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Animal or Human Behavior?

I was appalled at the behavior I saw today. It is the first day of spring break, and I took my service dog to a museum with animals. At the front desk, I was seriously informed that the museum does not allow dogs. I expected this, because many people do not recognize a service dog even when he has a bright red vest on that says SERVICE DOG.

After politely informing the museum staff, I was briefed on their policy and handed a 3 page form. It asked for some of my personal information, and detailed under no uncertain terms how my service dog could be removed. Now, my job is handling animals so I understand the importance of not disturbing and stressing them. Stress can cause illness and even kill an animal.

I was informed that museum staff would be watching me. In addition to behavioral removal, if my dog's mere quiet presence disturbed an animal, I would be asked to leave. Nervously, I entered the exhibits starting with the bobcat. I put my dog into a quiet down stay and split my focus between enjoying the cat, and watching to see if it got stressed.

The bobcat was chasing the rag of a museum staff washing the window like a housecat after a feather. The dozens of children on their first day of spring break began to flock around. My dog is used to animals and children, so he remained quiet, even when the bobcat began to take a predatory interest in him. The cat's interest was so keen he stopped playing with the window washer.

I got up to leave with my dog. While my SD was unbothered by the cat's behavior, I was concerned about whether this counted as disturbing him. As we got up to leave, a disgruntled child ran over and started beating on the glass- just under the "Do not tap the glass!" sign. No one stopped him.

As we traveled through the exhibits we encountered more challenges. The owls were terrified of my calm, quiet dog and I hurried him away under the watchful eyes of a museum staff. Meanwhile, children screamed and shouted, and ran up to the glass. Was it really my dog that scared the owls? It's hard to say.

At the otters, I took my dog down to the underwater viewing section. He stayed laying down while half a dozen children banged on the glass simultaneously. I watched children climb up and sit on the railing of the enclosure and some parents even helped them onto it. Meanwhile, I am taking every precaution to ensure my service dog's presence is polite, professional and imperceptible.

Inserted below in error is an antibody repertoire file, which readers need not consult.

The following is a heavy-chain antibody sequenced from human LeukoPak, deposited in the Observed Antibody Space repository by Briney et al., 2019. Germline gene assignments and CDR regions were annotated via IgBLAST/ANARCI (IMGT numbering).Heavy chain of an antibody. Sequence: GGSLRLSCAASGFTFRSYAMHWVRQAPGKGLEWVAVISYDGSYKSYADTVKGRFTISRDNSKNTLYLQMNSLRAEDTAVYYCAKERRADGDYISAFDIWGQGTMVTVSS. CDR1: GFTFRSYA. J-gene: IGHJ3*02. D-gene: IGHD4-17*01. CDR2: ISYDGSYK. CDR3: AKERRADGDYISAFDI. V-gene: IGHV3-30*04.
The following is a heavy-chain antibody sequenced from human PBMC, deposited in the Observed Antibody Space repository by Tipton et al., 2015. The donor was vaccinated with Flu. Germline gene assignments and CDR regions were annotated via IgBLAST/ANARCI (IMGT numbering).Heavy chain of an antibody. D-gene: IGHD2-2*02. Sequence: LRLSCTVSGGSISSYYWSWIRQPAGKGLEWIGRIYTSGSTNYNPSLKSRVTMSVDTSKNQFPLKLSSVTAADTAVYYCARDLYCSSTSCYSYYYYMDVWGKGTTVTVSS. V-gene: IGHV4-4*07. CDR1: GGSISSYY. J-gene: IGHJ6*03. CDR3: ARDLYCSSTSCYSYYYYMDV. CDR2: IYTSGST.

I commented that I couldn't believe the museum animals weren't more disturbed by the childrens abhorrent behavior. "They see kids do this every day," I was told. It is so normal for children to intentionally disturb the animals that they have desensitized to it.

By the end of the day, I received compliments on my dog's behavior. My dog is not exceptional. He behaves to the expectation of being unobtrusive in public. Unfortunately, people are so used to inappropriate public behavior, that a calm and obedient citizen is a surprise.

I am not irritated with museum staff prioritizing their animals' health and well being, in fact I applaud it. However, I am appalled at the parents of these children for not training them to behave in public (especially at the cost of animals). Maybe I am spoiled, because I spend everyday with animals who obey promptly, cheerfully and politely. Maybe parents should try training their kids, or perhaps it is unreasonable to expect humans to behave as well as animals.

We expect animals to be perfect, but expect nothing of our human children. Humans are more capable of learning, reasoning and logical thinking than any animal on the planet, yet we have little expectations for children. "They're just kids," we say. But this is true of human and animal brains: What you learn when you are young stays with you through adulthood.

If you expect a child or an animal to be polite, considerate and cheerful and hold them to that expectation, you will have an adult who is a joy to be around. If you do not, they will disturb, stress and even injure everyone around them. Next time you go to an animal exhibit, look around and ask yourself: who is behaving like an animal; is it the one behind the glass, or the one screaming and pounding on it?


Unfortunately, I encounter this kind of inconsiderate behavior frequently while teaching humans to work with horses. Children and adults treat the horses as machines who only exist for their pleasure. Animals are people too, and if you do not treat them with respect, you do not deserve the pleasure of their company, nor the privilege of their service.

P.P.S Thank you to Calypso for being an excellent example of service dogs today. Even though I said you are not exceptional, you are a very good boy and give service dogs a good name.

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